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What do I need to keep in mind when buying new furniture?

Think about how much space is available. Take measurements and make a rough sketch. Make a list of the pieces you need. Prioritize what is more important to you: style, comfort, or functionality. Look at pictures of styles you like. Prepare a budget range that you are comfortable with.

How do I choose a decorating theme?

Make a list of favorite colors, patterns, or fabrics. Do you need child-friendly pieces? Do you need pet-friendly pieces? Have fun! Buying new furniture is one of the nicer things in life.

What if I like to redecorate often?

Choose furniture that is more flexible, like pieces with neutral colors that will blend with new decorating schemes later. Have fun and choose trendy pieces. Plan to spend a little less for less durable pieces.

What if I want my furniture decor to stay the same for years to come?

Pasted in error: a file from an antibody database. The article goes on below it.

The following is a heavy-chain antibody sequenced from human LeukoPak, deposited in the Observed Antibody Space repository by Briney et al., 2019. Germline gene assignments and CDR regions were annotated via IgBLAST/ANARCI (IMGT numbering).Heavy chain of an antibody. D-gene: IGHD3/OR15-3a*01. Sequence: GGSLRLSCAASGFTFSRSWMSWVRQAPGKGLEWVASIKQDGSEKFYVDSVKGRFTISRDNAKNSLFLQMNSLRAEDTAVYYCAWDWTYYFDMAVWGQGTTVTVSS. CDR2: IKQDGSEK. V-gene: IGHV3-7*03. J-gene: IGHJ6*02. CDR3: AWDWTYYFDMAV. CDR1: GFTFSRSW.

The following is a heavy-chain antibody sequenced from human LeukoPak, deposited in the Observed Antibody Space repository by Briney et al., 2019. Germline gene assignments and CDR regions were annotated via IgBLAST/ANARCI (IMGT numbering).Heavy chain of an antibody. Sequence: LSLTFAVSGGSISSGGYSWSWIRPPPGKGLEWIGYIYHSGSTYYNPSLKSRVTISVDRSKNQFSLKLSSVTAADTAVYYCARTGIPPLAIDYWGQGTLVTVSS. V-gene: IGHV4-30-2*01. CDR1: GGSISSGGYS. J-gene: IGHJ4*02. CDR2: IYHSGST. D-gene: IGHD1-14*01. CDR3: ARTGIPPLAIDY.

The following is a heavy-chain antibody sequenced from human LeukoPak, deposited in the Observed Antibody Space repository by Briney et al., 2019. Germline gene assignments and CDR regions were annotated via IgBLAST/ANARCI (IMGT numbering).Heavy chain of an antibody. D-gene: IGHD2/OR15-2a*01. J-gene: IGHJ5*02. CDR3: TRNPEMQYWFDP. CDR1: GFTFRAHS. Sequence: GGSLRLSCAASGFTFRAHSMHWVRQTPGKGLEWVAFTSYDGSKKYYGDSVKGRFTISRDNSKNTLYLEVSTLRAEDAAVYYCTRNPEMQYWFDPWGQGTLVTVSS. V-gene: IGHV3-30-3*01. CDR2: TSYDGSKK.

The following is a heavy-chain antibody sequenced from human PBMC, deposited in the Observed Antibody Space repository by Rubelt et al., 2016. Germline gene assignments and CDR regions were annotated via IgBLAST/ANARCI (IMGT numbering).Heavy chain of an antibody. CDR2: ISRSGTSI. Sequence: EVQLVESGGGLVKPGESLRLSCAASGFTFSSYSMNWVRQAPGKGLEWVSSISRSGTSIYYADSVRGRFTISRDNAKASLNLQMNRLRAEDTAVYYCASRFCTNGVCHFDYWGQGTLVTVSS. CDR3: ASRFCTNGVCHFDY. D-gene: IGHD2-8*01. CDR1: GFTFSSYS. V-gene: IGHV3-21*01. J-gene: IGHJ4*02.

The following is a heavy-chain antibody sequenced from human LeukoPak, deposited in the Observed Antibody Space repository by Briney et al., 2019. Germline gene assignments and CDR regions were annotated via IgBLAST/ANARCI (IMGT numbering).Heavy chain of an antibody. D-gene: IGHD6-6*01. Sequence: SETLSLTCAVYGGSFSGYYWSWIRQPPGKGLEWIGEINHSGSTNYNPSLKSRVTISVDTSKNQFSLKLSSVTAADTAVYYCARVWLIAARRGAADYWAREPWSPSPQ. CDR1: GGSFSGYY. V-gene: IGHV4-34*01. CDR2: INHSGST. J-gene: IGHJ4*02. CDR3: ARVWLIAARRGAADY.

Choose less trendy pieces. Plan to spend a little more to get more durable pieces.

How long should my new furniture last?

It depends on your lifestyle. If you choose a light-colored sofa and your two-year-old spills cranberry juice on it, you may have a problem. The upkeep will be exhausting and repeated accidents will take its toll on the life of the sofa. Even with normal wear and tear, fabrics that are occasionally professionally steam-cleaned will last longer. Pay attention to the recommendations of the manufacturer, throw in an occasional professional steam cleaning, and your furniture should be good to go for years to come.

Do I have to give up style for functionality?

No. There are so many choices today that you really do not have to give up anything. Simply tell your sales representative what is critical, and what you like. He or she will guide you to something just right for you.

What should I look for when I'm in the store?

Jackie Hirschhaut, spokeswoman for the American Home Furnishings Alliance, recommends you shop for furniture the way you shop for a car. Here are her tips: